Giant Euphorbia ammak in Berkeley

bahia(SF Bay Area)March 17, 2011

It isn't that common to see them this large here in the SF Bay Area, as we get so much rain in winter that they tend to topple over. Here's a garden that I often drive past on the way to clients' gardens, and I thought I'd share it. Sorry I can't make the link work more easily...

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Awe. Some.

    Bookmark   March 17, 2011 at 3:58PM
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Wow! That's a big one! I would be terrified to be a grove of these monsters. Touch one, and they will attack!

I uprooted my ammak was after only four years in the ground. It was already about seven feet tall, growing more than a foot each year, and was very top heavy. It had tipped over a couple of times during the previous winter. It was just getting waay too big for the small succulent patch where it was planted.

After disfiguring damage from the Great Freeze of 2007 when all the peripheral tissue on the edges of leaves was frozen, it responded by branching everywhere! It had created more than twenty new arms by the end of that summer. If I had left it, it would have recovered completely, with many many new branches, and branches of branches. It may have become spectacular, but would be dangerous.

I decided to remove it, taking precautions to avoid coming into contact with its defensive sap. It's still alive, resting in the shade on a patch of concrete. No soil. It is not growing, but it is still green! You just can't kill these things. ;-)

I think Frank Vincentz's advise not to grow tree Euphorb's because they will eventually get too big and dangerous makes sense. I think they are fine in some garden settings, but for most of us these huge 20 foot tall Euphorbs have to be removed and destroyed at some point.

BTW: Please use this code without the extra spaces after to post long URL. Forcing people to copy and paste will mean some will not bother to look. Use this code to create a short, clickable link :

short name


    Bookmark   March 17, 2011 at 3:58PM
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I meant remove the extra spaces after the

    Bookmark   March 17, 2011 at 4:02PM
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hoovb zone 9 sunset 23

Nifty little tree aloe growing behind it, too.

Here is a link that might be useful: here's the link

    Bookmark   March 18, 2011 at 3:57PM
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Here is the pic:

    Bookmark   March 18, 2011 at 5:06PM
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The tree looks great, but that's an arboreal disaster waiting to happen. Let's hope nothing is hurt in the process of thinning it out, whether by a certified Euphorbia sliceranddicer or by Nature. I'd volunteer, but I haven't kept my permit active.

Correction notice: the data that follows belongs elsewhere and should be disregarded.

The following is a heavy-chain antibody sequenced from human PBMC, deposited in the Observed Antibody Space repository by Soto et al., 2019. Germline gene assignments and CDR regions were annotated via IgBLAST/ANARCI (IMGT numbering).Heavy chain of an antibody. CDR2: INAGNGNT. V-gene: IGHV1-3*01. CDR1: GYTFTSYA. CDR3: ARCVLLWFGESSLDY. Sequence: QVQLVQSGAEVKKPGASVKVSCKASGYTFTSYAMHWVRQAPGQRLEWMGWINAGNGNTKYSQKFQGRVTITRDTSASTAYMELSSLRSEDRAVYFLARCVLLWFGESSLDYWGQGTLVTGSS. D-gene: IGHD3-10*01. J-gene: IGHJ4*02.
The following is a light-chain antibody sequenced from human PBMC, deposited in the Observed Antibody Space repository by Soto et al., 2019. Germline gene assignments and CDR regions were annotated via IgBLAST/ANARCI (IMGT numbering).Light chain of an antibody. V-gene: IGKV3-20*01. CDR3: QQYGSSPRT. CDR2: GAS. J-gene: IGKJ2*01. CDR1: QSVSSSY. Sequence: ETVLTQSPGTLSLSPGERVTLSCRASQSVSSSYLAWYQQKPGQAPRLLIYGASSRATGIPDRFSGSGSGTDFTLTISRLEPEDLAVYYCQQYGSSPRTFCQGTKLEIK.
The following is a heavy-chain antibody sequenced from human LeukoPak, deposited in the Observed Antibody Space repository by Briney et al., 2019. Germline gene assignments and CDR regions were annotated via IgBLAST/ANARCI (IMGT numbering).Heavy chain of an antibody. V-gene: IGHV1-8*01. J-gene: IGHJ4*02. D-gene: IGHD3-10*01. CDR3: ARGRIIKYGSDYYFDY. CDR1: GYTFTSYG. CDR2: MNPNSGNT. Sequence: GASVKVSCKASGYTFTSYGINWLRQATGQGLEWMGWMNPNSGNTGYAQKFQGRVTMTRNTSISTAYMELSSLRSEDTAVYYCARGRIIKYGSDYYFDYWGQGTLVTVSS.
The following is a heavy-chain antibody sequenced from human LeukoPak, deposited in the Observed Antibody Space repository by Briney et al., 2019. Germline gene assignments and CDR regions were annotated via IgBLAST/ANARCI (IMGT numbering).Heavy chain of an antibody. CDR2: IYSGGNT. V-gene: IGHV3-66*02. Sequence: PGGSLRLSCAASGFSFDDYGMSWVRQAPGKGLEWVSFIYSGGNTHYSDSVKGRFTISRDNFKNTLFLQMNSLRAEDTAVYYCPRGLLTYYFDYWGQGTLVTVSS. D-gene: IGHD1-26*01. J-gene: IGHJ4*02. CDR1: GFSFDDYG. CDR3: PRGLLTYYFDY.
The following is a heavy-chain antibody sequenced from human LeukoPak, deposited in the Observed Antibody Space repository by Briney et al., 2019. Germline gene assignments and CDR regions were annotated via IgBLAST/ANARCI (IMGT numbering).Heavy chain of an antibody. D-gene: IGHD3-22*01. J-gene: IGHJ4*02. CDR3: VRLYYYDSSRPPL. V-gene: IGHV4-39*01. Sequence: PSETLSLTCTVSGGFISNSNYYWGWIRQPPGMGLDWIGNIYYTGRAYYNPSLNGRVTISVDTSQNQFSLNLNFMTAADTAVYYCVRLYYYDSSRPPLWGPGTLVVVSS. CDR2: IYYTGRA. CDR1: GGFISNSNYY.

If you know the owner of the property you'd be doing him a favour telling him of the potential for rivers of latex and 30-lb. limbs raining down.

    Bookmark   March 18, 2011 at 6:01PM
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That's too nice an Aloe dichotoma to lose to a Euphorbia dropping from the heavens - by golly, I'll get a box of trash bags and some duct tape and make my own Euphorbia Pruning ensemble to save it.

    Bookmark   March 18, 2011 at 8:10PM
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So a giant runs ammak in Berkeley.....

    Bookmark   March 18, 2011 at 8:49PM
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For me personally, and for those who do not live where these can grow outdoors, I disagree with Frank Vincentz's advice not to grow tree Euphorbias. I have a few, including a 4 foot E. trigona, and though they can grow quickly, indoors they grow more slowly, and it will be years before they become a problem with being too large. If and when they become so large it is a problem, it is simply a matter of taking cuttings and discarding the mother plant. I am not going to not grow a plant just because of what eventually may happen years from now. If you follow that type of logic to the extreme, I can see people saying, "I won't get a pet, because it will die eventually."


    Bookmark   March 19, 2011 at 11:05AM
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WEll, whether you should grow these are not obviously is a matter of opinion, but I personally love nearly all Euphorbias, and particularly the ones that become 'trees'. The following are dozens (sorry) of Euphorbia photos from Huntington, or other arboretums in the area, and my yard of some of my favorite tree-forming species, many which I strongly feel should be grown if possible

Euphorbia abyssinica is a nice multisided species that, at least in California, is fairly slow to form any worrisome size.

This tree is one I am not sure if it is a Euphorbia abysinnica or a green E ammak... but still a nice tree

Euphorbia ammak is still a great tree, even if it does get large... it is at least not nearly as likely to drop limbs as is E ingens, but it still can be problematic. However, I find this one, thanks to it's somewhat less agreesive growth, fairly easy to trim back to a managable shape (until super tall, that is... dozens of years later).